Sometimes the price tag for “making it” as a writer isn’t even close to worth it.
From about age sixteen, I wanted to be a writer; although, not so much to actually have to write. In fact, I flunked H.S. freshman English with all its chattering about punctuation, spelling, gerunds, and dangling participles. I even had to attend summer school where I managed a C-.
Yep, not so much to write as to “have written.”
But by the time I was in my early 20s, I knew I wanted to be a poet and a writer. I wanted to get famous, make a lot of money, and have gorgeous women line up to touch the hems of my garments.
Skip ahead to a little over 30 years later.
No, I mean it, seriously, you can really skip those decades during which I earned my livelihood in a variety of jobs, most of which I would eventually be fired from, and I plunked away at writing, mostly poetry where the proper use of punctuation, spelling, gerunds and dangling stuff didn’t matter so much.
As for my writing dreams, things hadn’t gone quite like I’d planned as I approached my 50s, and a lot of pretty bad things happened to me, many of which I’d brought on myself. While surviving these things (sometimes just barely surviving), I was getting material unique and horrifying about which to write. I didn’t see it that way while living through it, but looking back now, it’s clear and obvious.
The biggest of these disasters was the birth of my son Sheehan, who rapidly displayed his profound disabilities, devastating to him and our family. Sheehan wasn’t just “developmentally delayed.” There wasn’t any “delay” involved, as in “Your flight is delayed.”
Sheehan’s plane was NEVER going to land.
His tragedy proved the vehicle for my success as a writer providing the foundation for Stuck In Neutral, which is not to say there was a silver lining but simply that terrible circumstances provide powerful lessons as Chris Crutcher describes in the preface for Sheehan:
I was angry the first time I read SHEEHAN; angry that Terry Trueman had to experience what he did to gain the knowledge to write it, and angry that his narrator didn’t have that comic book kind of courage to suck it up and accept what is. Sheehan deserved better from his dad. He was an innocent of the first order.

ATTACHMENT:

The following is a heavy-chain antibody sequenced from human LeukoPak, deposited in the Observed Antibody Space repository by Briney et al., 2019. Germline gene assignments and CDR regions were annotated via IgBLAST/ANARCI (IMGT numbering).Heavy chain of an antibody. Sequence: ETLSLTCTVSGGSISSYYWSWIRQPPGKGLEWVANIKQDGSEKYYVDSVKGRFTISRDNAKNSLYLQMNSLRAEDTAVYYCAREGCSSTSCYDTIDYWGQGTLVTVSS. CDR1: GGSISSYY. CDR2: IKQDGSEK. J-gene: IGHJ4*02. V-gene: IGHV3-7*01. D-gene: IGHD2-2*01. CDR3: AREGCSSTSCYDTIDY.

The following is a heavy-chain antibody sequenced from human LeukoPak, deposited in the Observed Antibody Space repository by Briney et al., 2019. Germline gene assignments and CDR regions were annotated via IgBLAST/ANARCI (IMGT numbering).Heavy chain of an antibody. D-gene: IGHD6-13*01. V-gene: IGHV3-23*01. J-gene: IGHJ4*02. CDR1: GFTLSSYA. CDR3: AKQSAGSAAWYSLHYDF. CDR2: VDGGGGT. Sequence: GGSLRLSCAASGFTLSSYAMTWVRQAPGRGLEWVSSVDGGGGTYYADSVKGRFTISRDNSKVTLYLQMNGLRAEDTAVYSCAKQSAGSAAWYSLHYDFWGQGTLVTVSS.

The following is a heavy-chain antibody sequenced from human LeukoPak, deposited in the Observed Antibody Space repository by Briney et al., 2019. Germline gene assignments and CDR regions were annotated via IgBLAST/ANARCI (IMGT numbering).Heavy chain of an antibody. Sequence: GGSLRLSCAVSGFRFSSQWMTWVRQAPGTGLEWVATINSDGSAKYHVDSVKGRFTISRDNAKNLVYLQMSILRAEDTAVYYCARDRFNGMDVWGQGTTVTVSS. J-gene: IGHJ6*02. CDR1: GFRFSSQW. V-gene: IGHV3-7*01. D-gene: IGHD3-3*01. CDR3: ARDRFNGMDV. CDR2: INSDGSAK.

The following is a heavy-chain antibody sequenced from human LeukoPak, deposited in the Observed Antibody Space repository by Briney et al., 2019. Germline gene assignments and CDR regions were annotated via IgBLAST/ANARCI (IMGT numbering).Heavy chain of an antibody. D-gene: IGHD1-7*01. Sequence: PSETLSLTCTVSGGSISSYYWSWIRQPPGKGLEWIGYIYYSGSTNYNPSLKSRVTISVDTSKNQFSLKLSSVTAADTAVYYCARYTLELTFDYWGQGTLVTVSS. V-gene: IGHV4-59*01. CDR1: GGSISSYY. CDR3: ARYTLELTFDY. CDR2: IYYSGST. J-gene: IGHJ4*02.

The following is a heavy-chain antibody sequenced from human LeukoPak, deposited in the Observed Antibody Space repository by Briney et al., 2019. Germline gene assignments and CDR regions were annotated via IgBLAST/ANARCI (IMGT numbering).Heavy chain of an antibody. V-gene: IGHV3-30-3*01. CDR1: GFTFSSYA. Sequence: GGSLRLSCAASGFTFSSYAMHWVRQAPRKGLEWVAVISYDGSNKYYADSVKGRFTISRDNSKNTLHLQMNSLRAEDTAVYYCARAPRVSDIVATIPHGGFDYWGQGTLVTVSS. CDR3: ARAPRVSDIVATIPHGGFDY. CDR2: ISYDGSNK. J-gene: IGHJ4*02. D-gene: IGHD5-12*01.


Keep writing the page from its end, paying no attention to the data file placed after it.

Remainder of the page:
But then I remembered what planet I live on, to which species I belong.
If I have learned anything in my twenty years as a therapist working with families involved in every kind of abuse and neglect, or in my ten years before that working with kids that the education system had pitched out, it is that the first move in any act of heroism is to tell the truth. When human beings can stand up and tell the truth about themselves, no matter how awful that truth may be, they are taking a first step towards change.
Terry Trueman’s narrator doesn’t put a gentle spin on Sheehan’s story to gain our sympathy, or to insulate us from his pain. He tells the truth.
Trueman has told me that one hope he has for his epic poem is that it will move couples who give birth to healthy children to be more thankful for what they have, to celebrate those children. That would be nice, but I have what I consider a higher hope for it: that it will allow for more of us to do what Trueman’s narrator does: He simply, majestically tells us the truth about his sorrow, the truth about his rage, the truth about his fear and the truth about his shame.
~ CC December 1994
Crutcher brings into focus the harsh truth that writing is about honesty, even when the story hurts. It is not to say that feel-good anecdotes and happy-endings don’t hold value but that no matter what you write it should come from a zealous honesty that seeks only the truth.
Financial success and notoriety are no guarantee because sometimes the truth might cost you these rewards.